Several weeks before Santana went to the Mets, the Texas Rangers came very close to making a blockbuster trade for the superstar pitcher, people familiar with those talks say.
The Rangers kept their intentions and progress remarkably quiet this winter, but sources indicate that they were actually the most aggressive early pursuer of Santana, who they viewed him as a rotation-transforming pitcher. Some are suggesting now that they believe the Rangers would have been willing to pay Santana as much or more than the $137.5 million, six-year contract -- or technically, $124 million, five-year extension -- he got from the Mets.
Indications are that Texas' trade discussions with the Twins progressed to the point where there was either agreement or near agreement on the young players going back to Minnesota. At that point, executives involved in the talks believed that the trade was very likely to be consummated if only Santana gave a more enthusiastic response when Twins higher ups quizzed him about whether he'd accept a trade to the Rangers.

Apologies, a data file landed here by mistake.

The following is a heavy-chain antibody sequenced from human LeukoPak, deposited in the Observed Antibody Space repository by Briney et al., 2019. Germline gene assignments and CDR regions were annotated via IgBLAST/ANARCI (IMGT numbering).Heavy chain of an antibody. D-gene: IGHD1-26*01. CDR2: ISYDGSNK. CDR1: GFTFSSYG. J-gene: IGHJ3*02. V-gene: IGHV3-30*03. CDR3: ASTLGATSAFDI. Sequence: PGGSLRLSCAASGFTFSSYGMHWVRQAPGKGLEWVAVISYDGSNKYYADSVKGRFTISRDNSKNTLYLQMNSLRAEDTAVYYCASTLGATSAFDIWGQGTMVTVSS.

Word is, Santana actually thought about the Rangers long enough to have quizzed his long-time Twins teammate Torii Hunter, a free agent, about his own intentions. But it appears that when Hunter, a resident of Prosper, Texas, and close friend of Rangers manager Ron Washington, was noncommittal about whether he'd sign with the Rangers (he eventually signed with the Angels), Santana appears to have followed Hunter's lead.Also from Jon Heyman's column comes a tidbit on Andy Pettitte in which the SI scribe writes it was Brian Cashman - and not Pettitte - who canceled his last Spring Training start "as a precaution."
Heyman also says "Boston isn't expecting miracles from Bartolo Colon."